With the midterm elections this November, and the fact that Obama and the Democrats are expecting to lose out to the Republicans, what might this mean for Obama´s presidency?
The fates of the last two Democratic presidents at the same point in their terms may hold some answers, both positive and negative.
Carter, coming to power on the back of a wave of anti-Republicanism in 1976, faced a host of domestic problems. In the midterms if 1978, inspite of these problems, and the fact that he was quickly seen as well-intentioned but ineffective leader, the Democrats lost only a small number of seats. That said, two years later, with a resurgent GOP and a charismatic leader, Ronald Reagan, Carter was trounced in the 1980.
Clinton came to power in 1992 but made a number of mistakes, so by the 1994 midterms the resurgent Republicans, led by aggressive speaker Newt Gingrich, wiped out much of the Democrats power base. That said, Clinton quickly found his feet and bounced back, Gingrich´s power went to his head, and by 1996 Clinton was a shoo-in to win a second term, and did. We all know the rest.
So where does this put Obama in 2010? The way that the Republican grassroots base has been hijacked by the Tea Party seems similar to the way that Reagan took the Republicans in a new, even more right-wing "free market" direction after 1976, when the Monetarists and bankers took command of Reagan´s economic policy.
The problem with drawing too many similarities to Carter´s fate is that the Republicans of 2010 do not seem to have a charismatic leader (as they had in Reagan in 1978), apart from the antics of Sarah Palin, who largely appeals to the party base rather than the wider public.
This is why the fate of Clinton might offer more hope for Obama. The antics of Sarah Palin and the Tea Party have more in common with the theatrics of Newt Gingrich in the ´90s. Assuming that the Democrats are badly defeated in November, the Tea Party may well commit the same error that Gingrich made - becoming arrogant in the extreme, to the point that turns off ordinary people.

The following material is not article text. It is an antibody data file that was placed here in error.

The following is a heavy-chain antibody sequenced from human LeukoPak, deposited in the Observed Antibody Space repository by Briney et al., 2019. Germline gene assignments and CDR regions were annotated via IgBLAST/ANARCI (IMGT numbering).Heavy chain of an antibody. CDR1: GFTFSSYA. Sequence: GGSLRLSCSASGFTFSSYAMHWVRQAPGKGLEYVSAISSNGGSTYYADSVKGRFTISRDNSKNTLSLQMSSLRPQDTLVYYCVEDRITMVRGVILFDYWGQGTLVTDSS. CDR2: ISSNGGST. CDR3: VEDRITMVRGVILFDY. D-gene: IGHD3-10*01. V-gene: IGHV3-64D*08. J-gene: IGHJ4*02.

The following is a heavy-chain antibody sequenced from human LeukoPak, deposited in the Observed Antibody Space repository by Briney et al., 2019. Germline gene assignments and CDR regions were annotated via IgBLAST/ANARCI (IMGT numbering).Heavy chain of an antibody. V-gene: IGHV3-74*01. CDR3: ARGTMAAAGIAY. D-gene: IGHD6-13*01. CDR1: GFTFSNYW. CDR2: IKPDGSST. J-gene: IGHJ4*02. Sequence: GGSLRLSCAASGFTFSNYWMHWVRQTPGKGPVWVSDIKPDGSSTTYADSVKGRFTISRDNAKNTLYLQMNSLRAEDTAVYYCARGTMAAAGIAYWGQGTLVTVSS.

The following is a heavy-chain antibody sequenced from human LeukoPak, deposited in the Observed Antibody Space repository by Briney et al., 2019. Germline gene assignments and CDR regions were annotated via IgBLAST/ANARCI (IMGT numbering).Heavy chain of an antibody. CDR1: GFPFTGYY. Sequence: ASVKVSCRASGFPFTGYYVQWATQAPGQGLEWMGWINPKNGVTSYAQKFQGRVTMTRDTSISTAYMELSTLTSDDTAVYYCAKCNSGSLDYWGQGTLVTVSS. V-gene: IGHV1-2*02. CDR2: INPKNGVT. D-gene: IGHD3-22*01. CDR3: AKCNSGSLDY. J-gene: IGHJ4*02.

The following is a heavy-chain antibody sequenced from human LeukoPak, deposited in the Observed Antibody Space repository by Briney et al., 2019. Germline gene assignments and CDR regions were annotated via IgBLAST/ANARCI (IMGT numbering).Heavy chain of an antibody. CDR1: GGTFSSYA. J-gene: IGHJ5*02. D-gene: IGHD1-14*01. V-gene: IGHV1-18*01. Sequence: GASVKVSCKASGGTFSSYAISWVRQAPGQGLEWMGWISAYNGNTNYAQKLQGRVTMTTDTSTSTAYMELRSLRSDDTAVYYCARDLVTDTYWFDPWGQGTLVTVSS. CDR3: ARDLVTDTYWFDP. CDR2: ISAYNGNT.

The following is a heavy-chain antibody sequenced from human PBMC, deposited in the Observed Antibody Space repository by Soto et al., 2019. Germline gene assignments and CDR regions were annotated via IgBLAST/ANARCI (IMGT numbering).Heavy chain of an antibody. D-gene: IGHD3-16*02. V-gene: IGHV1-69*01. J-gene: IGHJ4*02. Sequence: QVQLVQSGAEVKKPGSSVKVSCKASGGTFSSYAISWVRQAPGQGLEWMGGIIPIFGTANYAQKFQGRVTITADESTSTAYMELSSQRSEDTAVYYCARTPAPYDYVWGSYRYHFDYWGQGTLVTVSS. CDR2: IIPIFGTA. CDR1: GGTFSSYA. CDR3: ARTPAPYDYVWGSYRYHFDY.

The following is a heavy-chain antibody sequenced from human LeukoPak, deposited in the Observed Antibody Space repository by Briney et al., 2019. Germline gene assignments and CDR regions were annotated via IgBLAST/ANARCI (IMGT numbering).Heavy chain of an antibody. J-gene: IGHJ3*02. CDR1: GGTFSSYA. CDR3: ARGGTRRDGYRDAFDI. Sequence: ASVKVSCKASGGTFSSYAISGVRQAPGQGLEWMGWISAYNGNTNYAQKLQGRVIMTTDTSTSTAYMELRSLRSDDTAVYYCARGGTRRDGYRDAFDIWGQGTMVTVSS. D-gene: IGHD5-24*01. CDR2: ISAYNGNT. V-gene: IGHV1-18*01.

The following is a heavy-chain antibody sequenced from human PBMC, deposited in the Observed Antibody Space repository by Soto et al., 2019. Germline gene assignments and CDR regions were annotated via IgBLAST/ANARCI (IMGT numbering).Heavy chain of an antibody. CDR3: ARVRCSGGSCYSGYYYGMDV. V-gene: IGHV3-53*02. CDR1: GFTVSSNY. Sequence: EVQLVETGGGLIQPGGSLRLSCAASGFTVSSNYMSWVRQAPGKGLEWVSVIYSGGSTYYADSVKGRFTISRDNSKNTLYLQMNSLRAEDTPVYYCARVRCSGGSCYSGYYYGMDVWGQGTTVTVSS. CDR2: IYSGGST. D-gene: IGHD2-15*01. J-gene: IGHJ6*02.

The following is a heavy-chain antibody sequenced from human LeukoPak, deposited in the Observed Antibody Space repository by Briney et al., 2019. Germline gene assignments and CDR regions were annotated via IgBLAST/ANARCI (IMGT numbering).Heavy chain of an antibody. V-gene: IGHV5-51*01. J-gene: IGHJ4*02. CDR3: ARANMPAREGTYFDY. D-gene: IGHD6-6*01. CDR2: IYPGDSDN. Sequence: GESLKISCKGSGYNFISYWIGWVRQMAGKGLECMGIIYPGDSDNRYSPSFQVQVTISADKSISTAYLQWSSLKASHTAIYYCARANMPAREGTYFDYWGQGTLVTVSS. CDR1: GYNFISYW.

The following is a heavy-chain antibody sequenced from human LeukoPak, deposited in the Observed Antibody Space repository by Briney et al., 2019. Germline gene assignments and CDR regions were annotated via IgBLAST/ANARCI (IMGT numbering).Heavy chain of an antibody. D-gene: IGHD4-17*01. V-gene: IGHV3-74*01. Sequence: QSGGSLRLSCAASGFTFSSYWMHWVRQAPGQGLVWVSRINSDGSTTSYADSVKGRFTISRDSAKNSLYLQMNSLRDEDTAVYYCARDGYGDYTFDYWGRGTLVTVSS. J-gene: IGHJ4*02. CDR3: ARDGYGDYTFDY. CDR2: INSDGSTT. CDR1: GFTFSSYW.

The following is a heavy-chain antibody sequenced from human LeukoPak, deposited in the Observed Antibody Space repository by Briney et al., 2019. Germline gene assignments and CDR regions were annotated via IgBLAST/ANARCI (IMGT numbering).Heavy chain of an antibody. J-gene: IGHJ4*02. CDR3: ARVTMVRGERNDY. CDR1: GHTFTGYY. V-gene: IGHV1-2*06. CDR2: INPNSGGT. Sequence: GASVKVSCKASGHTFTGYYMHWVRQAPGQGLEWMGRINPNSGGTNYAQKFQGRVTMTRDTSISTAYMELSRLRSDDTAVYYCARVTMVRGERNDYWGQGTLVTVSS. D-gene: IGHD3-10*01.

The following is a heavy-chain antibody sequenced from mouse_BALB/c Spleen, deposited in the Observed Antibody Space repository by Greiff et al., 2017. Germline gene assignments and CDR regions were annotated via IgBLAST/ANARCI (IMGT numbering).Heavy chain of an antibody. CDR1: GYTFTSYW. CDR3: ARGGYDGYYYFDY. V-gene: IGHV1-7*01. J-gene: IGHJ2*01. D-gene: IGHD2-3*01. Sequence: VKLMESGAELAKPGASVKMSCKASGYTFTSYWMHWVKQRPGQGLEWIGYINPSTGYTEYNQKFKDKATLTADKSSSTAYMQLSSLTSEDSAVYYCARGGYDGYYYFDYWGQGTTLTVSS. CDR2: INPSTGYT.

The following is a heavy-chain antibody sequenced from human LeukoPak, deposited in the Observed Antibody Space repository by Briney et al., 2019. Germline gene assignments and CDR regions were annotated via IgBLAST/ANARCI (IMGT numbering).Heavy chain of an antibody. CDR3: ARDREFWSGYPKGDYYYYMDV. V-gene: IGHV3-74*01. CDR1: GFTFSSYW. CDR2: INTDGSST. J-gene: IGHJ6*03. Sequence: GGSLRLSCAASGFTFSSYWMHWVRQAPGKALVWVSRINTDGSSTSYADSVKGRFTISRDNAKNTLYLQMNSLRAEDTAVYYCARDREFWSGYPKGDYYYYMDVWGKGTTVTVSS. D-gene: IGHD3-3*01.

This is the Democrats secret hope now, no doubt. This gives Obama hope for the chances of winning a second term if the Tea Party bandwagon´s wheels quickly start falling off once it is given the limelight of political responsibility after success in the midterms. Certainly, the behaviour of the partisan Tea Party gives some weight to this point of view.
The Democrats dread, therefore, is that the "guy on main street" may see the antics of the Tea Party, but still consider them the lesser of two "evils" - the "evil" of big government versus the "evil" of no government, and prefer no government interference to well-intentioned initiatives from Washington.
The complicating factor in all this is the economy. The "recovery" has yet to really take hold, and the country may well remain sluggish beyond 2012, because recoveries after crises are never quick to take hold. After the "lost decade" of the 2000s that the Bush administration presided over added weight to the lie that Republicans are responsible managers of the economy (under Reagan and Bush Jr, they allowed the national debt to balloon to offset low taxes). And yet, people are turning back to them so quickly after the tumultuous first two years of the Obama administration. Patience may be a virtue, but it is one that is sorely lacking in many Americans in need of jobs and financial assistance.
The horrible irony is that the Republicans may be rewarded for not only wrecking the economy, but also sabotaging the recovery.